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Two Berkeley Lab Researchers Elected to National Academy of Sciences

The National Academy of Sciences announced the election of two Berkeley Lab researchers to this year’s class of 84 new members and 21 foreign associates from 14 countries. They were elected in recognition of their distinguished and continuing achievements in original research.

Representing Berkeley Lab this year are James Berger from the Physical Biosciences Division and James Sethian from the Computational Research Division.

The NAS membership is one of the highest honors given to a scientist or engineer in the United States.

James Sethian

James Sethian

At Berkeley Lab, Sethian leads the Mathematics Group in the Computational Research Division. The group develops new mathematical models, devises new algorithms, explores new applications, exports key technologies and trains young scientists in support of the Department of Energy’s research mission.

The group uses mathematical tools from areas in mathematics, physics, statistics and computer science, and focuses on problems that are both technologically interesting and mathematically challenging, and form a set of interrelated computing methodologies and applications in support of the DOE energy mission.

In 2008, Sethian was elected to the National Academy of Engineering. He is also the recipient the 2004 Norbert Wiener Prize in Applied Mathematics, which is awarded every three years jointly by the American Mathematical Society (AMS) and the Society for Industrial and Applied Mathematics (SIAM), for his work on level set methods and other applications.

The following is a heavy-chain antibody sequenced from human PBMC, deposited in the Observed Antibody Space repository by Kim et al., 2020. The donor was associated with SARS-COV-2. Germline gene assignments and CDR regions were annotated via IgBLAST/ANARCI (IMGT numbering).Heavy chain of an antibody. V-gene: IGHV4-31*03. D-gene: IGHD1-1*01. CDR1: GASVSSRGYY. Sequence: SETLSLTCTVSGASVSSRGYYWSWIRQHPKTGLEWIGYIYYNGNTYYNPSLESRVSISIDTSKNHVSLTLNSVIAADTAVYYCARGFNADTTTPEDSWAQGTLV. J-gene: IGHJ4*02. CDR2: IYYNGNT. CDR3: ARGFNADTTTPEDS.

Sethian holds a joint appointment as a professor of mathematics at the University of California, Berkeley.

James Berger

James Berger

James Berger is a biochemist and structural biologist who holds joint appointments with Berkeley Lab’s Physical Biosciences Division and University of California Berkeley’s Department of Molecular and Cell Biology. He has made extensive use of Berkeley Lab’s Advanced Light Source to study protein machines and develop models that help explain DNA replication, chromosome superstructure and other essential nucleic acid transactions. He was elected to the 2012 class of the American Academy of Arts and Sciences and in 2011 received the National Academy of Sciences Award in Molecular Biology “for elucidating the structures of topoisomerases and helicases and providing insights into the biochemical mechanisms that mediate the replication and transcription of DNA.”

Those elected today bring the total number of active members to 2,179 and the total number of foreign associates to 437. Foreign associates are nonvoting members of the Academy, with citizenship outside the United States.